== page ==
Did you ever consider pioneering as a lifetime career? Looking back, this Texas pioneer was happy that he did. “Thirty years ago my entire family (wife and two children) and I gladly disposed of our home and other possessions and went pioneering. In doing so it was with the full intention of remaining such for the rest of my life. I will soon be seventy-eight years of age. My wife and I want to say that it’s been a great privilege over the years to help many to become witnesses of Jehovah!”
One of the many things pioneering teaches us is to develop a practical schedule. For example, a sister in Illinois says: “After my vacation pioneering time was up, the schedule I had made was so workable I continued to put in vacation pioneer hours without any trouble at all.”
Scheduling her time helped this Texas pioneer to overcome obstacles in her life. As she tells it: “My main worries that held me back from pioneering for a long time concerned my health, my unbelieving husband and my household duties. But now that I am pioneering my health has improved, I get about as much done around the house and my husband is happy to help out too. My joys are also much greater now that I’m pioneering.”
Here’s how good scheduling allowed this Kentucky family to pioneer: “After we all enjoyed vacation pioneering in April, our family then sat down and made a schedule so that my mother and I could be regular pioneers and my three sisters could vacation pioneer during school vacation. My father plans to work only part time after my sisters finish school so that he too can be a regular pioneer.”
As pioneers, we all run into problems; they can’t be avoided. But this Oklahoma pioneer has some good advice in this regard. “During my years of pioneering I have experienced times of discouragement. But I have learned that no problem can be solved by running away from it. A good schedule and firm determination, along with Jehovah’s help, have solved the problems I have had.”
On the other hand, perhaps some problems of congregation publishers can be solved by entering the pioneer service. This Maryland pioneer thinks so. “After twenty-five years as a congregation publisher I decided last October to vacation pioneer. I enjoyed it so much I signed up again in November and then continued all winter. I had always believed the winters were too severe for me to ever be a regular pioneer. But I survived better than during other winters; I had less flu and cold, and enjoyed the snow as when I was a child.”
Consider how this sister in California solved her dilemma—too many back-calls, on the one hand, and a two-year-old, on the other. “After vacation pioneering I found I couldn’t possibly take care of my back-calls just getting out a few times during the week. Regular pioneering was the only answer. But then I had a two-year-old son. However, with the help of Jehovah, my family and other sisters, I have been able to pioneer regularly. Never have I been happier or had such peace of mind. Thanks to Jehovah for this privilege!”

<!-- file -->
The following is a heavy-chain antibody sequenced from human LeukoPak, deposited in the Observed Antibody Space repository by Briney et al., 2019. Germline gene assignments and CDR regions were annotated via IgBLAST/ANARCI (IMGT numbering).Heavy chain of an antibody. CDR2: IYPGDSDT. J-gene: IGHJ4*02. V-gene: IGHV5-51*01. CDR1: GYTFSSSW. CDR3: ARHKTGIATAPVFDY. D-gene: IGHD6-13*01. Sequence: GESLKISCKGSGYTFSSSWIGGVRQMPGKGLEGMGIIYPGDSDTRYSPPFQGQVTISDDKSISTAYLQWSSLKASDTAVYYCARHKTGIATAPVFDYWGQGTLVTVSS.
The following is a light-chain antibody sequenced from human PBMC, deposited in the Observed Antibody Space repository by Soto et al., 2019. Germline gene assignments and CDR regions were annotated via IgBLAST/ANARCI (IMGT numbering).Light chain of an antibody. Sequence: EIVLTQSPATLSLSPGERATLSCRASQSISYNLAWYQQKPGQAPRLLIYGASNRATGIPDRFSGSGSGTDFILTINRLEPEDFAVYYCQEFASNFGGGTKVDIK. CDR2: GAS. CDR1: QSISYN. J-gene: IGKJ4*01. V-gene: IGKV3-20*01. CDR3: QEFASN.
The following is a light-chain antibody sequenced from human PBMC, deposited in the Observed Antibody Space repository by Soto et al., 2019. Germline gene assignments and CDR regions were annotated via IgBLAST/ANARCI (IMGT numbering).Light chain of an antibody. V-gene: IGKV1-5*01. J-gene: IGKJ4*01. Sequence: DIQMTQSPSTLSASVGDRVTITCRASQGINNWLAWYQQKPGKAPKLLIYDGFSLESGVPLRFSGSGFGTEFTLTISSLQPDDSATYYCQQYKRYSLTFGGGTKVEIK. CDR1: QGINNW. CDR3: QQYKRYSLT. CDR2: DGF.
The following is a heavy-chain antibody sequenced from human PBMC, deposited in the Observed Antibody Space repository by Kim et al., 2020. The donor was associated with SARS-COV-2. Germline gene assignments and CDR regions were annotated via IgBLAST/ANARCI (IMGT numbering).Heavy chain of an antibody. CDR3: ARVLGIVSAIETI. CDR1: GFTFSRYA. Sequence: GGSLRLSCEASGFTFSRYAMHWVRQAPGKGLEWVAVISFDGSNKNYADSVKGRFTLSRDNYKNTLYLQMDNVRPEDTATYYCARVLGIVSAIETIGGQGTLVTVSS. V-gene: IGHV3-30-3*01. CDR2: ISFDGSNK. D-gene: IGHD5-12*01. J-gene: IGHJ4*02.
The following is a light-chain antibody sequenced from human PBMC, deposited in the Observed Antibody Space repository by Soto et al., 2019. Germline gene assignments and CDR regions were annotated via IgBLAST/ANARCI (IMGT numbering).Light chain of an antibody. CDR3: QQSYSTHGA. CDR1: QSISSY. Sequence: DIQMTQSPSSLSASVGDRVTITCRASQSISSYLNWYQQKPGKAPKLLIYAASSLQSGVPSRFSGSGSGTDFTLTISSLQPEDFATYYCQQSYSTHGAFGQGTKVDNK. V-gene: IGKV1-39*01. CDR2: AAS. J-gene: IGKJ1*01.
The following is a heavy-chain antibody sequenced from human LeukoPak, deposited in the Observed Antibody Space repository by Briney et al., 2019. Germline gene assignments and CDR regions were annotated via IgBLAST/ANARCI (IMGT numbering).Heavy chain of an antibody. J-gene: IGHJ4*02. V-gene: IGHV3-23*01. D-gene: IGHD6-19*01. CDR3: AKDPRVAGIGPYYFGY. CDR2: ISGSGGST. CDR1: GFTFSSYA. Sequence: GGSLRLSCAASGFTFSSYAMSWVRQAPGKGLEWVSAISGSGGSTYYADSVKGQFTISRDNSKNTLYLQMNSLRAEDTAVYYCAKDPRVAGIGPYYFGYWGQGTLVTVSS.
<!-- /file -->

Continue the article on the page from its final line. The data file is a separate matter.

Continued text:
Speaking of sheer joy in the full-time service, a pioneer in Kentucky declares: “I used to listen to pioneers speak of their joy. I thought they were exaggerating. Now as a pioneer myself I can say, like the Queen of Sheba, ‘They didn’t tell me the half of it!’”
Do you high-school publishers know that in some parts of the country you can go to school and still pioneer? This Florida pioneer tells how: “Last fall when I went back to school I learned that they had a new program called DCT (Diversified Cooperative Training). In this arrangement a student goes to school a half day and works at a secular job the other half, for which three credits are given toward graduation. When I explained that I was a minister of Jehovah and I would like to pioneer that half day the permission was granted. So I would highly recommend that other students also take advantage of the DCT program.”
Decisions! Decisions! So often decisions are never made, because they are continually pushed into the future. This Oklahoma pioneer expresses how many of us came to grips with the problem of whether to pioneer or not. He says: “After so long a time I realized I had no Scriptural obligations holding me back. It was just a matter of setting a definite date to start pioneering and then sticking to it. Now I have so many back-calls and studies I could never care for them if I were not pioneering.”
Perhaps there are many of you congregation publishers who can also do what we did and become pioneers. Have you thought about it? Whether you are in your fifties or sixties, your thirties or forties, or whether you are only in your teens or twenties, perhaps you too can share in this blessed privilege of pioneering. If you have never pioneered before, why not start out as a vacation pioneer this March or April? If you are free to do so, we urge you to give it serious and prayerful consideration. And if you can accept this invitation, you too will be very happy in your expanded ministry.
Be assured of our love.
Your fellow slaves of Jehovah,
The Pioneers Everywhere
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1950 1955 1960 1965 1970
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858 1,144 2,467
1950 1955 1960 1965 1970